Journalist explains conflict with Iraq

By Kelly Finlan
March 20, 2003

Lauren Joseph

Trudy Rubin, a columnist for the Philadelphia Inquirer, spoke not about the potential war in Iraq or the conflict that exists between the United States and the Middle East, but the imminent war, the war that will, without a doubt in her mind, be a very real part of all of our lives in a matter of weeks if not days.

“It’s not a question of war and peace,” she said. She believes Saddam Hussein is a risk to the Middle East, but she questions the immediate danger to the United States. “He probably wouldn’t risk attacking the US,” she said.

Hussein’s rule is worse than that under the Soviet state, she said. Under Saddam’s jurisdiction, those not complying with the desires of the dictator are tortured, often for decades at a time, are families are punished as well. A doctor with whom Rubin was acquainted with was imprisoned and tortured for 12 years for refusing to build weapons of mass destruction before he was smuggled out.

His megalomania abounds in the Middle East. Shared oil fields caused the Iraqi military to invade neighboring Kuwait. After their submission of the fields in question, Hussein refused to leave Kuwaiti territory, leading to the Gulf War. He destroys his own people. Five thousand were killed by mustard gas. Thousands died as they fled the pursuit of the Iraqi army.

The only concrete evidence presented that would support the Bush Administration’s theory regarding the direct risk to the Unites States was the fact that he has allowed the harboring of radical fundamentalist Muslim groups, not unlike al Qaeda, in the small villages in the mountains of Iraq. So far, she said, “Saddam is not helping al Qaeda.”

Rubin also questioned the support the United States will find once in Iraq. When the Shiite Muslims rose up against the Iraqi military during the Gulf War (as a result of U.S. pressure), they were slaughtered. The American military did nothing to defend them.

In the mean time, the sanctions initiated by the Clinton administration are failing. The Iraqi budget, the living stipend the United Nations doles out to Iraq from the proceeds of their oil production, is not going toward the food and medicine the people so desperately need. The United Nations inspections the plan of containment required were not, and had not, been carried for quite some time, and as a result, Hussein’s activities became increasingly questionable. Moreover, if the inspectors find that there are not weapons of mass destruction within the Iraqi borders, all sanctions would be removed as well as the patrol of the no-fly zone, leaving Hussein to do whatever he wants within his own borders.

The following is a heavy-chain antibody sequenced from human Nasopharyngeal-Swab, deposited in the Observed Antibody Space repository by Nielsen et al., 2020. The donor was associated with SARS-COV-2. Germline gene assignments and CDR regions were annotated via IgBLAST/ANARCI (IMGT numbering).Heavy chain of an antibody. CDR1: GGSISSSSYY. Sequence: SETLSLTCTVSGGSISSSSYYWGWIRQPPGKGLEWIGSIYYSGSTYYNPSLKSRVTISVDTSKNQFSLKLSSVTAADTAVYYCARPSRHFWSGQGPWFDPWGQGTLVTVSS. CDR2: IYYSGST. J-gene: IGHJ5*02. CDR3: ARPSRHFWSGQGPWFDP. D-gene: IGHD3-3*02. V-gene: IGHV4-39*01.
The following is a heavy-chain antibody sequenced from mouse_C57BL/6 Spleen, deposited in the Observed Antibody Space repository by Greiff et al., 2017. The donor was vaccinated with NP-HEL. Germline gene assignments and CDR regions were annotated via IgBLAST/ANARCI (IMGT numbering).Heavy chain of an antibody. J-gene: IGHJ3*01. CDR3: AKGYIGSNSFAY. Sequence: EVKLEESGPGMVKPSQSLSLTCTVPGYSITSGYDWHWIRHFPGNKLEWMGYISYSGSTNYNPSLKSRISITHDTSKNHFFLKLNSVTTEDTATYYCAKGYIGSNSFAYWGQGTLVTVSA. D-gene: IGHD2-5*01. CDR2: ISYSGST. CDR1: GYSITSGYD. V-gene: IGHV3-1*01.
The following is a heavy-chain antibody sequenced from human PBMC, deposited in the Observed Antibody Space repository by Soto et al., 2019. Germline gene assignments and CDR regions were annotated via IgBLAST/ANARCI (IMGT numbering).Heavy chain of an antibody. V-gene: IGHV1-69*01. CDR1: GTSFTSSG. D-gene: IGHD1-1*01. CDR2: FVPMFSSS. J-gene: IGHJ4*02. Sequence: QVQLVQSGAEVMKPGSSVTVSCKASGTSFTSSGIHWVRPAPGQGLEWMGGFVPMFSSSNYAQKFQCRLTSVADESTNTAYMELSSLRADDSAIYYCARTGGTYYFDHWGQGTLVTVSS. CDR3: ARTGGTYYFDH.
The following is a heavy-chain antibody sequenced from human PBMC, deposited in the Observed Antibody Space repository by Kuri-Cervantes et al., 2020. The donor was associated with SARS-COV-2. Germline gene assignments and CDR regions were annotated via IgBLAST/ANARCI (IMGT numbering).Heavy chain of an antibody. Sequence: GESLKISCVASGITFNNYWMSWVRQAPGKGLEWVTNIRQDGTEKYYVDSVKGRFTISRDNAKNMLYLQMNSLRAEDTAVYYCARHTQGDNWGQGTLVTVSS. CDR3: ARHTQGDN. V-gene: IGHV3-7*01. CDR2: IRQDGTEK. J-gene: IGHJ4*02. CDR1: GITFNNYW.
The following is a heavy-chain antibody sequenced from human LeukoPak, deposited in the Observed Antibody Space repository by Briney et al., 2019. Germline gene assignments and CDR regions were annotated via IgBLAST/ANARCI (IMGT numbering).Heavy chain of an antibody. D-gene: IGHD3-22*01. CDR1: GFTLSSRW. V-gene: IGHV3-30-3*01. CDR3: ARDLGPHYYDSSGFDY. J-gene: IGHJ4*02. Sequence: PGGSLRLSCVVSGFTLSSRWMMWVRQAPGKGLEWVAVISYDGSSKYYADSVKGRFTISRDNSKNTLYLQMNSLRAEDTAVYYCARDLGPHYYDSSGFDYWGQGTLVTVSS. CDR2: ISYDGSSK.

“War is a mistake,” Rubin said. If the United States, as a part of the United Nations, had followed the plan for containment, “branning Saddam an outlaw,” then war may have been avoided, but this would be a permanent solution. It would take the efforts of all U.N. affiliates, and they are not willing to comply. The rift between the U.S. and other U.N. nations is growing and will continue to grow due to its behavior toward its allies and the alienation thereof, she said.

In closing, Rubin posed the question, “What will happen after the war?” Those most vehemently in favor of war are those who believe that a long-tem occupation of Iraq is unnecessary, that post-war Iraq can be modeled after post-WWII France. But there is no one to rule, she said. And what’s worse is the fact that the Muslims in Turkey may want to unite with those in northern Turkey.

“It is over our heads,” she said. “What happens after war is alienation.”

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Kelly Finlan

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